Shitholes like this are a gift and here’s why. At some point a switch flips and there’s a choice before you. Are you an entitled dickhead who thinks the universe owes you something? Or are you a keeper of the flame devoted to the cause? Death or glory. What’s it gonna be. At the intro to Soft Disease, August jumps up onto a narrow ledge at the foot of the stage with his guitar and balances there through the opening measures. I step up next to him and I am all the sons of Brian Ferry in the body of a girl. Suddenly Chris is out from behind his kit too. I want to spray silver paint in our mouths and send us all to heaven. Witness.
The place is completely dead except for four people who watch our set from the corner. Afterward they come up to say hi. They’ve driven an hour to see us play and they buy t-shirts and EPs and want to know when we’ll be back. I pocket enough to cover gas money and move Ventura into the win column. You live, you die, you live again.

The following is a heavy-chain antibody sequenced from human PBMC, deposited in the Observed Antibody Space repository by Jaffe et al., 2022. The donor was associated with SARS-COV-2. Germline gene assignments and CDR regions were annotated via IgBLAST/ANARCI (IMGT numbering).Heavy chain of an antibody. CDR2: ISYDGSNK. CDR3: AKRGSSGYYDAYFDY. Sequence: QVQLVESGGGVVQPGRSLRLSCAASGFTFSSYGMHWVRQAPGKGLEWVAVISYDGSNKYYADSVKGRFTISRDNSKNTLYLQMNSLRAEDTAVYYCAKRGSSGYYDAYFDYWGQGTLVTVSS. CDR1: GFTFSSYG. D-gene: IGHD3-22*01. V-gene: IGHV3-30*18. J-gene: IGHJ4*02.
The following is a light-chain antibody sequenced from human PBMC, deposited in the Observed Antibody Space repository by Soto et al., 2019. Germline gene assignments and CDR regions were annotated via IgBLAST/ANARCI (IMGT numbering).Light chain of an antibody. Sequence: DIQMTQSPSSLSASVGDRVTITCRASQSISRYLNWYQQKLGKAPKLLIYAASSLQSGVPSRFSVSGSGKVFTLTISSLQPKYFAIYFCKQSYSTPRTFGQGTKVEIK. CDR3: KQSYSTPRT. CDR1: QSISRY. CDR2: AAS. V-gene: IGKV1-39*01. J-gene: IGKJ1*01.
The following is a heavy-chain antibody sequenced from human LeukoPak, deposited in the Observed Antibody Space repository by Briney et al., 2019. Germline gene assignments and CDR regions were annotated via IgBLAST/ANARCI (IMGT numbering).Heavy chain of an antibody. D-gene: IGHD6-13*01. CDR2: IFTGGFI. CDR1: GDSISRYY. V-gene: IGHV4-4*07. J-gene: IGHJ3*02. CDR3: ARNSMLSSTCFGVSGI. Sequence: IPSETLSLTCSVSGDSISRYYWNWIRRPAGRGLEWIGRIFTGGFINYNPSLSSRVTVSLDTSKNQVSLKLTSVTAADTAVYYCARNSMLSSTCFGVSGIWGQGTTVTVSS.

At load-out two shady tweakers materialize out of nowhere and sprint across the parking lot toward us. They’re like vampires accelerating across space-time and suddenly one is standing in front of me. He starts some bullshit patter, the whole time casing the van over my shoulder which is full of gear. He pretends he’s seen us play. Does he want to score? Sell? Rob us? He’s too junkie aimless to decide. We finish the fastest load-out in the history of the universe and get the hell out of Ventura.
August calls it the Fury Road. We’re up at dawn and cover the 400 miles home to San Francisco in land-speed time. Topics: apocalyptic draught, historical crime, colony collapse disorder, Frank Black. We drop Chris off first, then dump gear back at the studio and then it’s August’s turn to peel off and I head to the airport alone to drop the rental. Once I ditch the van I’m down to a single light bag. Weightless. I’m a miracle of energy, solo flyer, up up up. I ride the airport monorail an extra stop to the furthest terminal just to prolong the feeling. It takes about an hour to feel the drop kick in and when it does I come down hard. I’d forgotten about this part. Everything stops. You’re dangling over a black hole at the end of an adrenaline wire and your grip has run out. I text a few friends about meeting for a drink but no one’s in town. The house is empty when I get home. I’m hungry but too tired to eat so I sit with a drink and watch the light drain from the windows and think about where we’ve been. There’s something I have to do tomorrow and it won’t be easy but it’s the right thing and it’s in the service of something important. August calls it the swift stroke of Black justice which is hilarious. See you out there soon.